Remember what you're going to use the camera for. If it's mainly snapshots and the occasional good shot, just how much do you really want to invest?
 
The 5D is a studio camera. Its an over priced dog made for studio work or a landscape photographer. If that is your intention the 5D would be ok. I would buy a 30d or used 20D. Camera bodies lose there value by the week. Good glass never loses its value.
In the digital world you may trade cameras every couple of years, but your good glass will always stay the same, and you can shoot L glass for a couple 2-3 years and get you money back out of it if you need to.
With that said, I have had many pictures sold and published shot on really cheap off brand lenses. Whenever a publisher buys a picture I have never had them ask what lense I used.
There would be no sense in buying a 5D a really slow camera and putting a performance L lense on front of it. The main thing you gain by going to L lenses is performance ( speed of focusing and build quality) not necassarily picture quality. If you buy a 30d or 20d and put a L lense on it it will Rock as far as performance.
Hope this helps.

Hank
www.weatherpic.com
 
I dunnow about the hype: "The 5D is so good, you need L lenses." While that may be somewhat true if you're talking about zoom lenses, most fixed-focus glass is just plain sharp, particularly when stopped down a notch from full open At the other extreme, no 5D owner will happy using a cheapo 'kit' zoom lens. You're quite right about ego and anxiety among photographers and forum advocates. (I do wonder how many of those that brag about their obscene glass collection actually bother to go out and take pictures...)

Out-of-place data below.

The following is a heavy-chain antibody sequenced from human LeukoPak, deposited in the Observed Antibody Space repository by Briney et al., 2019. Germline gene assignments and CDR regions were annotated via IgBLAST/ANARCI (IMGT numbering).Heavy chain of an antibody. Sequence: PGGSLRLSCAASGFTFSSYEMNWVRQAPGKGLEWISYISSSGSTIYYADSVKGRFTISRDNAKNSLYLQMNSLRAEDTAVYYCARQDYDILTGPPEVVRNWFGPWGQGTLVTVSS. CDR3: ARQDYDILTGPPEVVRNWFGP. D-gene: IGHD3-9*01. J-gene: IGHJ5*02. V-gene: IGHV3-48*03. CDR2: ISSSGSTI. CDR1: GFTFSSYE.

Canon has made an awful lot of very good lenses, and not every L version is significantly better than it's 'vanilla' counterpart. The L glass is often faster, but who really needs an 85/1.2? At the wide end, faster apertures seem almost pointless; I don't think I've ever shot my 20/2.8 anywhere near wide open. Over time, Canon has made a point of releasing progressively faster versions of old lenses. They discontinue the older, slower design, and replace them with superfast, super expensive ones. This is all part of their evil master plan; driving as many photographers as possible down the 'upgrade' chute. I wish they would take a step back and offer high quality lenses with slightly slower optics at a reduced price. Anyway, think about what focal lengths you want, and how you're going to shoot.

IMO, L lens build quality is at least as important as speed or sharpness. When you pay for the Red Ring, you are usually getting a very soild lens. Whatever lenses you wind up with, be sure to handle them before commiting to buy. If the thing feels 'cheap' in any way, give it a pass. Handle an old manual focus lens for comparison - they are tanklike and almost overbuilt, but will last forever.

Then there's the whole zoom vs. fixed issue. You could get two megazooms, or a bagfull of less spendy primes, or a mix. What balance do you want to strike? Primes are almost always sharper, and the loss of a single lens won't hurt your pocketbook or shooting capability as badly. OTOH, they are also inconvenient if you're in a hurry. "Hold the tornado while I change lenses!.....Ohs$$$! Where's my 17??!"

As for "what to get, "there are no easy answers. Until you know (Based on your own experience, not forum "advice!") which lenses will be best for you, you might want to hold off on the kilobuck purchases, and get a few used middle-of-the-road lenses. The older EF models tend to be a little slower than their more modern offspring, but many are well built and take great pictures. Do you have friends, or a local camera club, from which you could borrow, or at least compare, lenses? Pay the camera shop a visit, bring your camera, and shoot anything they have (please buy something from them afterwards!)

A few links you might not have come across - Photo Zone MIR EF lens page

Good luck!

-Greg